"And how much it means to people in work places and in clubs and in counties when the team that represents them is successful. It's great to have. And the Irish language is very special to me as well."

It is those sentiments, articulated so maturely, which make it hard to imagine Kilkenny ever feeling overawed in anyone's company but that's exactly the sensation he admits to experiencing last summer when he, Jack McCaffrey, Emmet Ó Conghaile and Kevin O'Brien were fast-tracked into the Dublin senior squad after their All-Ireland U21 triumph.

As it happened – and somewhat unsurprisingly – he acclimatised best of all, securing a starting spot in the All-Ireland semi-final against Mayo and scoring three points on his first senior start. "It was intimidating coming into a team when you're 18 and coming into a team that just won an All-Ireland," Kilkenny admits. "Lads you looked up to and lads who you would have cheered on when you were younger.

 

CRAIC

"But this is my second year and I'm used to the lads. I can have the craic with them and we're all there for the one thing."

His first League campaign was going equally swimmingly until a knee injury suffered in the opening throes of Dublin's loss to Tyrone in Croke Park ended his spring involvement, an unfortunate blow but one which could easily have been much more cruel.

Kilkenny's sister (Aoife) has torn both cruciates in the past (having just been called into Dublin Ladies senior panel before she tore first cruciate) and he was beginning to wonder whether a Kilkenny family curse was in operation so when he says "I nearly hugged Ray Moran when I heard the news," that the damage was isolated to his medial, that's not difficult to picture.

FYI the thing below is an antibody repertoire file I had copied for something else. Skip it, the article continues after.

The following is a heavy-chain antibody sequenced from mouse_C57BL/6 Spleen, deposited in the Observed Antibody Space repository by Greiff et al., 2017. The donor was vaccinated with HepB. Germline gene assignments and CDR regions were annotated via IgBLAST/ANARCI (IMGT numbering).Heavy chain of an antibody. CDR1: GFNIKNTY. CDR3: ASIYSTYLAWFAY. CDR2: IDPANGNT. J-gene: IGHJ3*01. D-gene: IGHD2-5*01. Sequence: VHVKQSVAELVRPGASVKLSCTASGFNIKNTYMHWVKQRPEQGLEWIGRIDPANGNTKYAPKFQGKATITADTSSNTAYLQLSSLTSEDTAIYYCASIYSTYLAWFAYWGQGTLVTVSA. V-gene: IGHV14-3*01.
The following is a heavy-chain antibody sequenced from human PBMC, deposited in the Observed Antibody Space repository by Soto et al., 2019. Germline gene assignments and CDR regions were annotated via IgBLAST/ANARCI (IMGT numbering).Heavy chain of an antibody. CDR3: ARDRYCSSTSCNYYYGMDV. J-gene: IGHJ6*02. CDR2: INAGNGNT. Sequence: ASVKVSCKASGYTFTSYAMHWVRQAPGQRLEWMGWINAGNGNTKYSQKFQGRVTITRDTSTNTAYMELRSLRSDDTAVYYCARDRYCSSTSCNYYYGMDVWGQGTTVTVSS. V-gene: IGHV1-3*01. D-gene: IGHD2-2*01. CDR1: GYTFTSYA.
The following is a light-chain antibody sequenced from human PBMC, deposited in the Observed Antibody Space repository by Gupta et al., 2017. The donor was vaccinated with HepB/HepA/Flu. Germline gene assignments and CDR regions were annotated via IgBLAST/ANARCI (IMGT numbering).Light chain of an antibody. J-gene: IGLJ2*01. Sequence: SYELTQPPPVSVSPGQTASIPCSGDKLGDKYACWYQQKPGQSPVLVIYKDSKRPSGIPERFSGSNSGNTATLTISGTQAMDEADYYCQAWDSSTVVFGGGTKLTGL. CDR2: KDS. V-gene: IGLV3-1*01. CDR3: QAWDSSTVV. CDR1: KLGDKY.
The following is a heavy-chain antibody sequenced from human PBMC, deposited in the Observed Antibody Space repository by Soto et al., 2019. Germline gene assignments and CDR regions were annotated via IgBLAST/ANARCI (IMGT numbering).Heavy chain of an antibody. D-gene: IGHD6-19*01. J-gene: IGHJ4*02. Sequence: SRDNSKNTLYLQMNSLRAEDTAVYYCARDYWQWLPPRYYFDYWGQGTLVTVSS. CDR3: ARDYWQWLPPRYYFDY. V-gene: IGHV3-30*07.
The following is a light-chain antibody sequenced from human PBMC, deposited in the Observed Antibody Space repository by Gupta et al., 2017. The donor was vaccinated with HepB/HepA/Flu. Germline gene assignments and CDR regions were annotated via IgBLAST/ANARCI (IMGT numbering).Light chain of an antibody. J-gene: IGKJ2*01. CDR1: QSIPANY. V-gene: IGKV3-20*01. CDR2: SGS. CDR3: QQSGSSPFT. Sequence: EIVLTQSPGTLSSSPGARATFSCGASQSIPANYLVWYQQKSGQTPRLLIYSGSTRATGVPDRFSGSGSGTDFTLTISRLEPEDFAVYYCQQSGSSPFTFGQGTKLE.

"It was the best possible outcome because I couldn't get much sleep the night before. I thought the worst obviously because of my sister and the past she had and then looking at Colm O'Neill. But thankfully, I got the best possible outcome I could have gotten.

"Last year's experience stood to me," he adds of the familiarisation process with senior football. "I felt more accustomed this year. In my first few weeks, it took a while in training to get used to the pace because you don't have as much time on the ball.

"I'm used to the pace now at this stage, with all the training and all the backs and forwards that we play. The games we play with each other. I would be accustomed to it. You have to have that cuteness to it as well."

That Kilkenny describes himself as a GAA player rather than a footballer says plenty about his small ball-lust but suitably, he is coy about specific ambitions.

"I have a lot of things I would like to do over my career. And I'll tell you in 10 years!"

But quite clearly, all of those ambitions can only be realised on these shores and equally, there are no lingering regrets.

"Everyone has asked me that since I came back," Kilkenny shrugs. "I just went over to give it a go and I gave it a go and it made me appreciate what I had here. Even going back training here at the moment, it's sunny weather training down in St Clare's," he adds.

"The ground is hard, the ball is fast, we're wearing mouldies again ... where else would you want to be?"